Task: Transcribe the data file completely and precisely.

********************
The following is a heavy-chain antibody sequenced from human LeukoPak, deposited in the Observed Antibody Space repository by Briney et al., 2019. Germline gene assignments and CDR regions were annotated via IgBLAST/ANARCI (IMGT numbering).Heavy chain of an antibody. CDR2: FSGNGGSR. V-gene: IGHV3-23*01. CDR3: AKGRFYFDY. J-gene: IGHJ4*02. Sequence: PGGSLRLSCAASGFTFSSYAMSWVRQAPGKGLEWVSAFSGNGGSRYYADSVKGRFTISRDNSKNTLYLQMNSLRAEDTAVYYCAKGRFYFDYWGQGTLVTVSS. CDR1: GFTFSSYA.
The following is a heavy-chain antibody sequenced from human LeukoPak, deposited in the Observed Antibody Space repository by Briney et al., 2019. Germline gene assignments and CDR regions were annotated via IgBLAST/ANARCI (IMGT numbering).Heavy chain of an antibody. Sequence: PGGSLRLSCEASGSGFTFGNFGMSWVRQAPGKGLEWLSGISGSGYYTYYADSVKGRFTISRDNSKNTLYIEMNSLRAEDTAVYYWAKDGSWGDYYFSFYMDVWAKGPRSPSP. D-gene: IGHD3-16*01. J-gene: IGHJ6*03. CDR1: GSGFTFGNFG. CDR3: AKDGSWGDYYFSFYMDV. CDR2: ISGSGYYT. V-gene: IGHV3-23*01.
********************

The following is a heavy-chain antibody sequenced from human LeukoPak, deposited in the Observed Antibody Space repository by Briney et al., 2019. Germline gene assignments and CDR regions were annotated via IgBLAST/ANARCI (IMGT numbering).Heavy chain of an antibody. CDR2: FSGNGGSR. V-gene: IGHV3-23*01. CDR3: AKGRFYFDY. J-gene: IGHJ4*02. Sequence: PGGSLRLSCAASGFTFSSYAMSWVRQAPGKGLEWVSAFSGNGGSRYYADSVKGRFTISRDNSKNTLYLQMNSLRAEDTAVYYCAKGRFYFDYWGQGTLVTVSS. CDR1: GFTFSSYA.
The following is a heavy-chain antibody sequenced from human LeukoPak, deposited in the Observed Antibody Space repository by Briney et al., 2019. Germline gene assignments and CDR regions were annotated via IgBLAST/ANARCI (IMGT numbering).Heavy chain of an antibody. Sequence: PGGSLRLSCEASGSGFTFGNFGMSWVRQAPGKGLEWLSGISGSGYYTYYADSVKGRFTISRDNSKNTLYIEMNSLRAEDTAVYYWAKDGSWGDYYFSFYMDVWAKGPRSPSP. D-gene: IGHD3-16*01. J-gene: IGHJ6*03. CDR1: GSGFTFGNFG. CDR3: AKDGSWGDYYFSFYMDV. CDR2: ISGSGYYT. V-gene: IGHV3-23*01.